Wright-Patt to conduct emergency training drills this week

Credit: DaytonDailyNews

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Drill confused With Attack At Wright-Patterson Air Force Base, Spurring Active Shooter Call

Credit: DaytonDailyNews

Wright-Patterson Air Force Base will conduct training exercises for multiple crisis situations this week, nearly nine months after a drill led to a false active shooter incident at the military installation.

Personnel will respond to various mass casualty and hazardous material scenarios designed to demonstrate “Wright-Patt’s ability to respond to different emergency events,” according to the base. The Air Force requires installations to hold an active shooter exercise twice a year.

» RELATED: Wright-Patt active shooter report shows response could have led to ‘serious injury’

Exercise sirens could be sounded this week and may be audible in areas adjacent to the base, according to a release. Traffic on the base could be impacted as gates could be backed up and some roadways may be temporarily blocked, according to the release.

Installation Inspection Team members, who will be wearing bright-yellow reflective vests, will evaluate the response to the exercise events throughout the week, according to the base.

As it conducts this week’s drills, the base will try to avoid the chaos that ensued last August when a couple of training exercises went awry.

The incident resulted in a military service member discharging multiple rounds of ammunition from an assault rifle. The “poorly planned and executed” base exercises caused a chaotic response to the August false alarm, according to a report about the incident released in December.

An uncoordinated response from law enforcement in August could have resulted in “serious injury and property damage” and terrified staff and civilians in a hospital filled with “fog and friction,” the report stated.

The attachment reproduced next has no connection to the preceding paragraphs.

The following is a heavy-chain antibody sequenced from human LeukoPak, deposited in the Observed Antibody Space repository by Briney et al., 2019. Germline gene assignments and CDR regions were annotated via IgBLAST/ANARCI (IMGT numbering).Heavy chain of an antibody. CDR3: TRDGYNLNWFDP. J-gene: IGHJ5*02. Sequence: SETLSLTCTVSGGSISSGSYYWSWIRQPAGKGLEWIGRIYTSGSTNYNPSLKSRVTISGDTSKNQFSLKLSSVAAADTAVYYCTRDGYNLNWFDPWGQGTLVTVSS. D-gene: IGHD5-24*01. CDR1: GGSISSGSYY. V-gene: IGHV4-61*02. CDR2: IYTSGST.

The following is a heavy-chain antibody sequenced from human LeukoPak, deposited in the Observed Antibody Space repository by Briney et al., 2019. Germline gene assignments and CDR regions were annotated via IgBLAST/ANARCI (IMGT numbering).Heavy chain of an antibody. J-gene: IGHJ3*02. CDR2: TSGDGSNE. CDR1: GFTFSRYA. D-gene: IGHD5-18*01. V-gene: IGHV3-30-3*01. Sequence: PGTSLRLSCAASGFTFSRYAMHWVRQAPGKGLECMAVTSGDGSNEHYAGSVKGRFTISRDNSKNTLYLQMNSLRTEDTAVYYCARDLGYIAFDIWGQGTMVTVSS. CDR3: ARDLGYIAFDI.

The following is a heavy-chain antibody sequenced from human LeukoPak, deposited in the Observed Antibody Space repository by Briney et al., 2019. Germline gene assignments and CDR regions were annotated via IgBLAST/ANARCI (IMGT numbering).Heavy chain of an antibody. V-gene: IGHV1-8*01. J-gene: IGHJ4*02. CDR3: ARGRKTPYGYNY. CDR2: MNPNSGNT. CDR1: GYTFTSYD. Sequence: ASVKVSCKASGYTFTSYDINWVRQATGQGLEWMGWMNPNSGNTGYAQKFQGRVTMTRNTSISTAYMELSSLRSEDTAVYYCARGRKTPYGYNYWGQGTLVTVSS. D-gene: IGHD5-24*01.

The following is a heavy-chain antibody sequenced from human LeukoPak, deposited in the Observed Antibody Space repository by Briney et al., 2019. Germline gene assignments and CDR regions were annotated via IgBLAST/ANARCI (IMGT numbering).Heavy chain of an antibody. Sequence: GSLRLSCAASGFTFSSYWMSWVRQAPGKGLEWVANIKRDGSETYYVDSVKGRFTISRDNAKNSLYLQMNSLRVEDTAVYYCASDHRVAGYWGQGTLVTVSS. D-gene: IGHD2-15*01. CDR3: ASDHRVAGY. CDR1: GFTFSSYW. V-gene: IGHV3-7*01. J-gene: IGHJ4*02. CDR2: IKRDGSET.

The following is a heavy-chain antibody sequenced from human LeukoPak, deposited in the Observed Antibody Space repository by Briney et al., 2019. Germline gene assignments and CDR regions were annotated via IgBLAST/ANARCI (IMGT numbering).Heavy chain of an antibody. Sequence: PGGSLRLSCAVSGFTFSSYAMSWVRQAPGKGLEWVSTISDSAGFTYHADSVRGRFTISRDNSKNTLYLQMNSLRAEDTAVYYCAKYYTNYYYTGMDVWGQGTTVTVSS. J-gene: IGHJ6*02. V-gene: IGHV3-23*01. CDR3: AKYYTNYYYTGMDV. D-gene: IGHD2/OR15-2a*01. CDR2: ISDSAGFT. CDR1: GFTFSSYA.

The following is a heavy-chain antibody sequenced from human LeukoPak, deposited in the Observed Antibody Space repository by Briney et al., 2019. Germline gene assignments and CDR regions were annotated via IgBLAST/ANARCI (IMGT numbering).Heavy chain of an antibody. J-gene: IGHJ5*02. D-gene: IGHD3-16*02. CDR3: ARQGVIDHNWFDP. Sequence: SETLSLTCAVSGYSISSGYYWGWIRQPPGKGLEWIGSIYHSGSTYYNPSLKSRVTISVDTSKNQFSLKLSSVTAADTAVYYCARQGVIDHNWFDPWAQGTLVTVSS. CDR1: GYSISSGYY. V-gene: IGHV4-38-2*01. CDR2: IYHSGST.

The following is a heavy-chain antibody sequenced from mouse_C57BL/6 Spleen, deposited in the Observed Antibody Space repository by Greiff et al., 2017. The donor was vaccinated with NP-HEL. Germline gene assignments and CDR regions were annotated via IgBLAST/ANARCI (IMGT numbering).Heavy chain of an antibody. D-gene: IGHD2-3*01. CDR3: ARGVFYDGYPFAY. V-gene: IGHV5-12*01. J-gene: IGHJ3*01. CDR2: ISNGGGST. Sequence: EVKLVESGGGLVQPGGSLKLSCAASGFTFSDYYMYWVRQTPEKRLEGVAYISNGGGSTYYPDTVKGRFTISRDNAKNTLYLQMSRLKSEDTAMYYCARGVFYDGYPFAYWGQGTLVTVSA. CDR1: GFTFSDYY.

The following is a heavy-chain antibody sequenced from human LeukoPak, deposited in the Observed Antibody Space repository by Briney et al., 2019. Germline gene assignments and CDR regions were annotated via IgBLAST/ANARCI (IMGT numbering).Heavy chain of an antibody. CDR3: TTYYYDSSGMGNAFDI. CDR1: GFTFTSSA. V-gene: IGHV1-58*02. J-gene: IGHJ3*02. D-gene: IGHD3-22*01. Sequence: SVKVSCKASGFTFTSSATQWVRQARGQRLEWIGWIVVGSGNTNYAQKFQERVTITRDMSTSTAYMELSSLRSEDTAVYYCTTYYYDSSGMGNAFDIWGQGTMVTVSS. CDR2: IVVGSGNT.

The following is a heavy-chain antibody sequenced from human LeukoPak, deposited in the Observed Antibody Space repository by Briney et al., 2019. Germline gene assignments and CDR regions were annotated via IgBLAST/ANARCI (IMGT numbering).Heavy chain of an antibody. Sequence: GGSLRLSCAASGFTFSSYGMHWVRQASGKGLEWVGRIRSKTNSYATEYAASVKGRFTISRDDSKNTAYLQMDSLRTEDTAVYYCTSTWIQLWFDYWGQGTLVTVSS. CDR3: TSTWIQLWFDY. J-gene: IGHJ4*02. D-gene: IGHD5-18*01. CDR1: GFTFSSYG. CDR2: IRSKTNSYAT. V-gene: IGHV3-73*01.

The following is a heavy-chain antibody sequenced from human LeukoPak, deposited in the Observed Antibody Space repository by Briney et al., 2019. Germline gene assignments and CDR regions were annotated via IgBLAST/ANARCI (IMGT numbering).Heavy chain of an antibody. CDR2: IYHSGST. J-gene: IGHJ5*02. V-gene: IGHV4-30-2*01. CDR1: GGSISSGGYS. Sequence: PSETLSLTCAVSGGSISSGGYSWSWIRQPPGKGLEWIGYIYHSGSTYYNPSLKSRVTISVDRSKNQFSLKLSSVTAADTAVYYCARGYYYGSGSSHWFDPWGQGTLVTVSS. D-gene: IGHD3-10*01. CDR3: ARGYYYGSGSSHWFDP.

Active shooter false alarms are not uncommon on military installations. But, a Dayton Daily News investigation found that few others unfolded like the one at Wright-Patt did.

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The confusion in August stemmed from two exercises, including an active shooter drill taking place at the Kittyhawk Chapel and a mass casualty exercise the 88th Medical Group held at the Wright-Patt Medical Treatment Facility, according to the report.

Credit: DaytonDailyNews

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Wright-Patt active shooter response | What happened?

Credit: DaytonDailyNews

The exercises also were not published in the broader list of scheduled scenarios occurring on base that week though they were published in the base newspaper Skywriter. A formal risk assessment was not conducted for either exercises being conducted that day, the report found.

The base requested support from one SWAT Team and three medical aid units, but base officials were unaware of the Code 99 alert or civilian off-base active shooter protocols resulting in the “mass response from off-base,” according to the report.

In preparing for an active shooter drill, it’s important to give people a heads up so the situation is not mistaken for an actual threat, Greg Crane, founder and chief executive officer of the ALICE Training Institute in Medina, Ohio said in 2018. The institute trains people to respond to active shooter attacks in a way that improves their chances of survival, according to the organization’s website.

“Whenever we’re doing a training obviously internal personnel are aware that a training is taking place,” Crane said. “We also contact law enforcement…that way if someone does call local law enforcement, they may not send the whole cavalry.”

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REPORT FINDINGS FROM 2018 ACTIVE SHOOTING ALARM

• The use of an M4 weapon to breach a locked door was inappropriate. An Air Force Security Forces Squadron member fired an assault rifle through the window of a door to gain access to a locked room. Military personnel must follow weapons safety training at all times, especially during high pressure situations, the report found. Sherman would not specify if disciplinary action was taken against the service member who discharged the weapon.

• A breakdown of communication led to an uncoordinated and ineffective combined response that could have resulted in serious injury or property damage. A thorough understanding between federal, state and local agencies about command and control to include understanding jurisdiction and response procedures needs to be established, the report found.

• All base exercises were not clearly communicated to employees. "While realism is important in training exercises, all personnel must be always be fully aware of exercise vs. real-world situations. Coordinating with all concerned organizations and then sticking with the agreed upon plan is essential to keeping everyone fully aware."

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